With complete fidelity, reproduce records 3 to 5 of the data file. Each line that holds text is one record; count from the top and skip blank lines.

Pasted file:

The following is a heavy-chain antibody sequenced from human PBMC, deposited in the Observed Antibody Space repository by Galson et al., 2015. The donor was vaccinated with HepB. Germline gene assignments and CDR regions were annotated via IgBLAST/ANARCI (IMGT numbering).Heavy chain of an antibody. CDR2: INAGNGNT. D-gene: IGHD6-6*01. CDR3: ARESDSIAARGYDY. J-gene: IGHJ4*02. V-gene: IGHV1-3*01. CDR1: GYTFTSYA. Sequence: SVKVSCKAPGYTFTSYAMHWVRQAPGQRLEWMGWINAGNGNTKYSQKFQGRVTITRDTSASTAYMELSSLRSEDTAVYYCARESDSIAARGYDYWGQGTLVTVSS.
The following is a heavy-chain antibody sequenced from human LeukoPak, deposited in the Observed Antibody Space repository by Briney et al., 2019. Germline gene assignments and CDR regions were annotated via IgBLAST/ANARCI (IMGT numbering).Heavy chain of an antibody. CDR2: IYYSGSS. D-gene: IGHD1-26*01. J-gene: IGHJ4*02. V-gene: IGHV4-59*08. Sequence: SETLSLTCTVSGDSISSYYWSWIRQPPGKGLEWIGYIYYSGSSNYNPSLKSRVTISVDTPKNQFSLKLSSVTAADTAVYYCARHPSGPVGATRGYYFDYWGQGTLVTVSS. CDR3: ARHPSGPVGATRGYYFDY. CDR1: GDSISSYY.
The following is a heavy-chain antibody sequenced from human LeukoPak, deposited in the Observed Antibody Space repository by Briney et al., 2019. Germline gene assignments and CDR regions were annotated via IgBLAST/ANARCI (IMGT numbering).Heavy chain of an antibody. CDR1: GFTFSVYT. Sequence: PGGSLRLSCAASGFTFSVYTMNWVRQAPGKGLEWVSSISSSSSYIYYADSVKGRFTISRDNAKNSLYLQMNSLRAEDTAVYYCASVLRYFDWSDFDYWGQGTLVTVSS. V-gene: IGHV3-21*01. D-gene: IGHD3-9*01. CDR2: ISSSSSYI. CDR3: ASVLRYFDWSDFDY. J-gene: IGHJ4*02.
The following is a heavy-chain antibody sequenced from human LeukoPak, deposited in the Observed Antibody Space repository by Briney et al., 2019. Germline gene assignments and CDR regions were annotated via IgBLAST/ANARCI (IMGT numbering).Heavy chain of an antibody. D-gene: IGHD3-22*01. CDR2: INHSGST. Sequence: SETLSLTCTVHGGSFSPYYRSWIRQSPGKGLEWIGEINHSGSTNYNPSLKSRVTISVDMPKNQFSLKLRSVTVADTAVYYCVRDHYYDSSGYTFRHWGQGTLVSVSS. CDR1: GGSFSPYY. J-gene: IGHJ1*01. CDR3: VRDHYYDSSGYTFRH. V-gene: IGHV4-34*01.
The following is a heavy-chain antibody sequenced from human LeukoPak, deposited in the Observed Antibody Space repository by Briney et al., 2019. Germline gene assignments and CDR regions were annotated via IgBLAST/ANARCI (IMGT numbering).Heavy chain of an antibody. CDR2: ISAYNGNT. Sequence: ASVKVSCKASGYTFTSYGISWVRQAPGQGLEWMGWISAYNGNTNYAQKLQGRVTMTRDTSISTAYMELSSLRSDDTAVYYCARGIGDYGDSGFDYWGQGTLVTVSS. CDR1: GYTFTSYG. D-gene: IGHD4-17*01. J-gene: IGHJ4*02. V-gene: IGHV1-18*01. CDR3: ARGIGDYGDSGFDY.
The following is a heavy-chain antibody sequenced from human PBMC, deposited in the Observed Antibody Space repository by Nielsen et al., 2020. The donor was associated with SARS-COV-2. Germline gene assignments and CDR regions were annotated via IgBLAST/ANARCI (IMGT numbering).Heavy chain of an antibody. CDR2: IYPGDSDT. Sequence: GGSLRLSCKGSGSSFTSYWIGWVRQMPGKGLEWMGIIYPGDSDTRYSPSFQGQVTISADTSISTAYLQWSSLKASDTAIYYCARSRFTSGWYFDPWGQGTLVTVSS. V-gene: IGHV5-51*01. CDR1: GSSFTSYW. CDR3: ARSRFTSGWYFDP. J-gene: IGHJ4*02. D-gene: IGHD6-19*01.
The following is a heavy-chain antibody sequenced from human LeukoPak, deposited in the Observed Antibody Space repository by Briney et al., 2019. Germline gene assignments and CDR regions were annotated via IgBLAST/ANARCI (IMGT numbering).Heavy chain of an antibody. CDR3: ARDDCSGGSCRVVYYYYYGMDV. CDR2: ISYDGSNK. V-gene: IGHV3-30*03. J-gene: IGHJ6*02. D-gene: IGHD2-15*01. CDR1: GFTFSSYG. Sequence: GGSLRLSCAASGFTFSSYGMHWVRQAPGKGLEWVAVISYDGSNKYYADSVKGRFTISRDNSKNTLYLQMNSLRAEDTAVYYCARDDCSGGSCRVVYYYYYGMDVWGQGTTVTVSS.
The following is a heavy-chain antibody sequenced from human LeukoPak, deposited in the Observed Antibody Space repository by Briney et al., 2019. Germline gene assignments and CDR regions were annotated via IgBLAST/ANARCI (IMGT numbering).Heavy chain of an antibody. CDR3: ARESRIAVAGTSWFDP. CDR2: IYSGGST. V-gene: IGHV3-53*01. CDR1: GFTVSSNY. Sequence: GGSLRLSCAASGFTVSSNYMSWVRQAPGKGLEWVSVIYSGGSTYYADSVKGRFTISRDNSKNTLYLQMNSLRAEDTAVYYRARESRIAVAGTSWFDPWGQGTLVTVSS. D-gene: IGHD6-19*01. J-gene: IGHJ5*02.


The following is a heavy-chain antibody sequenced from human LeukoPak, deposited in the Observed Antibody Space repository by Briney et al., 2019. Germline gene assignments and CDR regions were annotated via IgBLAST/ANARCI (IMGT numbering).Heavy chain of an antibody. CDR1: GFTFSVYT. Sequence: PGGSLRLSCAASGFTFSVYTMNWVRQAPGKGLEWVSSISSSSSYIYYADSVKGRFTISRDNAKNSLYLQMNSLRAEDTAVYYCASVLRYFDWSDFDYWGQGTLVTVSS. V-gene: IGHV3-21*01. D-gene: IGHD3-9*01. CDR2: ISSSSSYI. CDR3: ASVLRYFDWSDFDY. J-gene: IGHJ4*02.
The following is a heavy-chain antibody sequenced from human LeukoPak, deposited in the Observed Antibody Space repository by Briney et al., 2019. Germline gene assignments and CDR regions were annotated via IgBLAST/ANARCI (IMGT numbering).Heavy chain of an antibody. D-gene: IGHD3-22*01. CDR2: INHSGST. Sequence: SETLSLTCTVHGGSFSPYYRSWIRQSPGKGLEWIGEINHSGSTNYNPSLKSRVTISVDMPKNQFSLKLRSVTVADTAVYYCVRDHYYDSSGYTFRHWGQGTLVSVSS. CDR1: GGSFSPYY. J-gene: IGHJ1*01. CDR3: VRDHYYDSSGYTFRH. V-gene: IGHV4-34*01.
The following is a heavy-chain antibody sequenced from human LeukoPak, deposited in the Observed Antibody Space repository by Briney et al., 2019. Germline gene assignments and CDR regions were annotated via IgBLAST/ANARCI (IMGT numbering).Heavy chain of an antibody. CDR2: ISAYNGNT. Sequence: ASVKVSCKASGYTFTSYGISWVRQAPGQGLEWMGWISAYNGNTNYAQKLQGRVTMTRDTSISTAYMELSSLRSDDTAVYYCARGIGDYGDSGFDYWGQGTLVTVSS. CDR1: GYTFTSYG. D-gene: IGHD4-17*01. J-gene: IGHJ4*02. V-gene: IGHV1-18*01. CDR3: ARGIGDYGDSGFDY.